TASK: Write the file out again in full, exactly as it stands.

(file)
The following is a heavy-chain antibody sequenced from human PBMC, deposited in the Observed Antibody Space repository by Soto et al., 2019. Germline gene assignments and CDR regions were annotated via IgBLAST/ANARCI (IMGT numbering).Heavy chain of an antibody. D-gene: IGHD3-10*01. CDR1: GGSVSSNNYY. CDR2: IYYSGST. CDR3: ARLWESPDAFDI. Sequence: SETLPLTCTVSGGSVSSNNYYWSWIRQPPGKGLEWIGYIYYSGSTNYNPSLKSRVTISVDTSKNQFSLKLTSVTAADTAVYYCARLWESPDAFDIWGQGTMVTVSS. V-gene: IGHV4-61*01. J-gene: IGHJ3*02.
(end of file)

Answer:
The following is a heavy-chain antibody sequenced from human PBMC, deposited in the Observed Antibody Space repository by Soto et al., 2019. Germline gene assignments and CDR regions were annotated via IgBLAST/ANARCI (IMGT numbering).Heavy chain of an antibody. D-gene: IGHD3-10*01. CDR1: GGSVSSNNYY. CDR2: IYYSGST. CDR3: ARLWESPDAFDI. Sequence: SETLPLTCTVSGGSVSSNNYYWSWIRQPPGKGLEWIGYIYYSGSTNYNPSLKSRVTISVDTSKNQFSLKLTSVTAADTAVYYCARLWESPDAFDIWGQGTMVTVSS. V-gene: IGHV4-61*01. J-gene: IGHJ3*02.